People buy puppies without really knowing what they’re getting into. And yes I know that sounds horrible but ultimately we can get fooled by their cute little faces. We also tend to buy puppies without really thinking about the future. Who knew that cute Mr Sprinkle would turn into a demi-wolf? That is why it is important for you, your partner and or children to consider the following points before purchasing a puppy.
Yes I know puppies can be irresistible, but let’s face it, there are so many hours in the day. Between work, friends, family and me time, there can be very little time for your puppy. This can leave you feeling guilty and your puppy feeling neglected. Dogs and puppies are like literal children, they require attention and need to be fed. In fact, puppies need to be fed three to four times a day and need to be take outside so they can do their business in the great outdoors (inner city Sydney) and can be house trained. A puppy may also wake you throughout that solid 3 hour sleep you get after a “9 to 5” shift. Your puppy can’t be left alone for very long. Your puppy, like a 2 year old is untrained and needs to be socialised and you’ll have to spend at least a couple of months with it. But don’t worry there are dog schools for that, after reading this blog have a sniff throughout our website. We offer schooling where we can teach your precious puppy to socialise.
So you’ve caved in and bought your kids a dog, turn out the constant nagging works after all (not on my parents but hey, can’t choose your family can ya?) It is important to ask yourself what kind of puppy you would like. I suggest making a list of all the qualities and traits you’d like to see in your pet. Always project to the future, as all dogs are adorable and small now. Things like the size, sex, shed and level of physical activity needed are great places to start. I know I hate it as much as you do but keep in mind that the price for food and medication for larger dogs are more expensive.
Now it’s time to buy your puppy (how exciting!). I am definitely not the moral beacon of this article, however I would suggest adopting a dog. I know the RSPCA has collaborated with PetBarn and they actually have a look up on their website where you put in your preferred location and it shows you what dogs they have up for adoption. Adopting a dog is also a cheaper option. Mixed breed dogs are also gorgeous. If you still have your heart set on a purebred (excuse me) look for an experienced dog breeder, try to avoid puppies from flea market (they may have fleas – ok I’ll stop), backyard breeders and pet stores (and they put the puppies in the window to emotionally manipulate you).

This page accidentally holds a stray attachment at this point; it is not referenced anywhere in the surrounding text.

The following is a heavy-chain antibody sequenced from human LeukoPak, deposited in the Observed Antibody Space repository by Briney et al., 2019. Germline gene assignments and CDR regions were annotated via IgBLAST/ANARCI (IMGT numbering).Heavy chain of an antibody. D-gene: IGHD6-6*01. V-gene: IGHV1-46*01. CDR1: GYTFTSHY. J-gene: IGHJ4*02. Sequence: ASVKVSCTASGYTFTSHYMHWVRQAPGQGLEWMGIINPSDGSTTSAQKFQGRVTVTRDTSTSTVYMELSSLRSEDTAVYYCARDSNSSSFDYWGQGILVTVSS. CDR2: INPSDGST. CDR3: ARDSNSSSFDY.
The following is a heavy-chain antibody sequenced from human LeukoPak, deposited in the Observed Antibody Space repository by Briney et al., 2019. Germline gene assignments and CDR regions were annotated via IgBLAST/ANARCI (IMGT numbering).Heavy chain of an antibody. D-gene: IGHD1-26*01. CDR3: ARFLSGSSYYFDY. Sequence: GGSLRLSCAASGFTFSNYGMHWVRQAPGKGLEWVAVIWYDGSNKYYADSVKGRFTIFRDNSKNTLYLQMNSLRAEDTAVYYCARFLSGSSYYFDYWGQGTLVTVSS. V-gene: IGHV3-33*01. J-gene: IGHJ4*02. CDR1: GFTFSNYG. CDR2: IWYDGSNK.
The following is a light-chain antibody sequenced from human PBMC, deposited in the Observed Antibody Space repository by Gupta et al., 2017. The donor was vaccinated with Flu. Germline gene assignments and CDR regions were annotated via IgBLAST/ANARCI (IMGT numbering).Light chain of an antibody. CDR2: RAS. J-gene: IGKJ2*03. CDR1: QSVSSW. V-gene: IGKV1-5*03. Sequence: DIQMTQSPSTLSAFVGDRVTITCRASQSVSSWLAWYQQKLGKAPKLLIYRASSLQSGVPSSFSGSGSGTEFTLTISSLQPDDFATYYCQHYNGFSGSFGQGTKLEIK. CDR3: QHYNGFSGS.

Ok so you’ve bought your furry friend (oh God) It is important to make sure you puppify your house. Destructive behaviour is very common and dangerous for a puppy and expensive for you. Some common precautions to take include:
Ultimately, the best way to keep your puppy safe is to supervise them all the time. As stated in above, if you have to leave them, put them in a crate.
Like sands through the hourglass, so does the money pit begin. Before bringing your new puppy home it’s best to purchase some products (kind like what you do for a newborn). I would suggest starting with these:
As your puppy grows, you’ll need other items, such as grooming supplies and preventive products. Your vet can help you decide which items best fit your dog’s needs.
It’s important to take your puppy to a vet within a couple of days of getting home. This appointment should be a general examination to make sure everything is A Ok. Also, it should also be to get some vaccines (in case you bought a dog that hasn’t been vaccinated). I suggest you find a vet before you bring your new puppy home. It is important that when choosing a vet you take into consideration, prices they charge, location and reputation. I suggest talking to family members and friends who have dogs (and if you’re Greek like me, family members without dogs will still give you their opinion). You can also look at online reviews. The first trip to the vet with your puppy be sure to bring all the paperwork provided by the breeder or adoption group. Your vet will do the examination and discuss the puppy vaccination schedule with you. Puppies need several core vaccinations, beginning at six weeks of age. Some vaccines require a booster within a year of the last dose in the initial vaccination.
All puppies need love and affection so its important to:
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